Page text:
His life’s work: Zubin Mehta and the Israel Philharmonic
The Jews of Palestine had an orchestra before they had a state. In 1936, the Polish violinist Bronislaw Huberman assembled a crew of mostly German refugees who arrived in the sparsely populated desert carrying instruments, wearing heavy suits and nurturing memories of gilt-and-stucco concert halls. The Nazis helped strengthen the ensemble by throwing so many talented musicians out of work. In 1948, when Israel declared its independence, the Palestine Orchestra became the Israel Philharmonic.
The saga is told in vivid tableaux: Leonard Bernstein conducting the orchestra for an audience of battle-begrimed soldiers in the Negev in 1948; Bernstein, again, on the slopes of Mount Scopus in 1967 at the end of the Six Day War; Zubin Mehta on the podium during the Scud missile attacks in 1991, performing for an audience in gas masks. No other orchestra in the world has been so molded by emergency.
Reaching twin milestones: The Israel Philharmonic just turned 70, the same age as Mehta, who first conducted the orchestra when they were both 25. He became music director eight years later, then in 1981 was appointed music director for life. Meanwhile, he found time to take over the podium of the New York Philharmonic, and remain there for 13 years, from 1978 until 1991.
Of his lifetime appointment, he says, ‘That’s an honor, not a contract. Every five or six years, I ask the orchestra, ‘Is there any change you want to make?”
So far, the answer has always been no. On Tuesday and Thursday at Carnegie Hall, Mehta and his orchestra begin a celebratory tour of the United States.
The group has changed, along with the country, and Mehta is fighting a rearguard battle to keep demographic trends from affecting aesthetic traditions. ‘When I took over, it was still an orchestra of the Hapsburg Empire,’ he says. ‘We had Poles, Hungarians and Austrians, as well as Sabras — Israelis born in Israel. Most people spoke German.
‘Now it’s an orchestra of the ex-Soviet empire: Russians, Latvians, Lithuanians. They come with different schooling. Stylistically, they’re in a completely different world. My task has been to maintain that warm Central European sound that the strings had before. It’s a constant effort to make them play mellow.’
The ironies are dizzying: A Bombay-born conductor, who trained in Vienna and lives in Los Angeles, remarking on the problematic diversity of an orchestra that is almost entirely Jewish. Then, too, Mehta is trying to preserve the sound of the very orchestras that expelled the Philharmonic’s founders.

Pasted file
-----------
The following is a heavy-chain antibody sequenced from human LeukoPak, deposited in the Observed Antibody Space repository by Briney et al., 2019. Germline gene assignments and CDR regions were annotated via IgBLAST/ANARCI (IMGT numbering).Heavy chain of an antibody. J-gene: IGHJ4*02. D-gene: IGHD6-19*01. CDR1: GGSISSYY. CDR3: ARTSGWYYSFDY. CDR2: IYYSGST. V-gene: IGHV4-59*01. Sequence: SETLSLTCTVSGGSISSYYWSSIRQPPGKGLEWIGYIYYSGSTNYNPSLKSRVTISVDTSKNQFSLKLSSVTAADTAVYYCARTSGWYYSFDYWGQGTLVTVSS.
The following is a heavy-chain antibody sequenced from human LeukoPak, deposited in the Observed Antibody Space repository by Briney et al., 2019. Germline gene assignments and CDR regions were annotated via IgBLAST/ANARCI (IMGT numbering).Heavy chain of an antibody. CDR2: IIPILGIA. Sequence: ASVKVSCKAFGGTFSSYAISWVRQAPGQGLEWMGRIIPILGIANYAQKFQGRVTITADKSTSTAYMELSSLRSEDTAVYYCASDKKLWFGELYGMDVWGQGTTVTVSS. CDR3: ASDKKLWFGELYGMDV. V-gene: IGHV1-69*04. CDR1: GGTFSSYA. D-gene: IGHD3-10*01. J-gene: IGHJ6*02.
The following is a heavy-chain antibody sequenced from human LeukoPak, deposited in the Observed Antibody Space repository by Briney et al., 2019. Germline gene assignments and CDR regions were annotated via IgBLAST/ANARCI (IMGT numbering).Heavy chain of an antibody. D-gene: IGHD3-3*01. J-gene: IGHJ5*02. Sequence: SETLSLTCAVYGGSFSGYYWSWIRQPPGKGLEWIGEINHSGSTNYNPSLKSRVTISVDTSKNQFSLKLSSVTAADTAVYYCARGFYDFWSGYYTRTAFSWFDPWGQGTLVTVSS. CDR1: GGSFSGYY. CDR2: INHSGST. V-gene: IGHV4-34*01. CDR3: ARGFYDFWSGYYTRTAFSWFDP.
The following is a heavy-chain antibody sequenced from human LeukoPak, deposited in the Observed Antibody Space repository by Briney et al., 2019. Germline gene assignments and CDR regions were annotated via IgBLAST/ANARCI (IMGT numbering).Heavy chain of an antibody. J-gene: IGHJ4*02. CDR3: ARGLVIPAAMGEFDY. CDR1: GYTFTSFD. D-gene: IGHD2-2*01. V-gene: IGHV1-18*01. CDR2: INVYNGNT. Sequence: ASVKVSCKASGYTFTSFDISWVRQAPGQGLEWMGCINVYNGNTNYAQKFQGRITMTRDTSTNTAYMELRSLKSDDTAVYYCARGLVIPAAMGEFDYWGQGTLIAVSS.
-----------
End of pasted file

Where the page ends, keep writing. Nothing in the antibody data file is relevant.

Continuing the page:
A part of Israel: Today, Mehta is so deeply identified with Israel that it’s easy to forget that he is not Jewish. ‘He is not a guest or a visitor anymore,’ says Zeev Dorman, a bassoonist who has chaired the orchestra’s executive committee for a decade. ‘Ask any taxi driver in Israel who is Zubin Mehta, and he will tell you.’
But when a teenage Mehta arrived in Vienna in the 1950s, he was an exotic specimen in a city so nativist that, as he recalls, even a musician from Mozart’s hometown of Salzburg was considered foreign. Nevertheless, he became so zealously Viennese that he has been conducting that city’s venerable philharmonic orchestra even longer than he has been conducting Israel’s.
Both groups are symbols that have difficulty keeping up with the world around them. The Vienna Philharmonic represents an insular city proud of its separateness, which is why its members are overwhelmingly male and local. The Israel Philharmonic represents the high-cultural heritage of a nation that grows ever more fragmented, polyglot and polarized.
‘In Israel you have left and right, religious and non-religious, white and black, Jews from Europe and from the Arabic countries. The orchestra is regarded as a flagship of the whole country, but in fact it represents only the Ashkenazi part of Israel,’ Mehta says.
To illustrate the divide, Mehta describes going with Isaac Stern’s wife, Vera, to a movie about the night during World War II when Nazis rounded up French Jews, including her father, for deportation. ‘There were a lot of Yemenite Jews in the theater, and they were all shouting and joking. Vera was shocked. She said: ‘Is this my Israel?’ I don’t see that part of Israel much, because Yemenites don’t come to our concerts. They sing Indian movie songs.’
And so, as Israel evolves, the Israel Philharmonic keeps turning for its identity to those ever more distant sources in Central Europe and the Holocaust. ‘The way we play a Mahler symphony, we have a touch nobody else can achieve,’ Dorman says. ‘In his music you can hear the suffering of the Jewish people. Other orchestras can’t deliver that message.’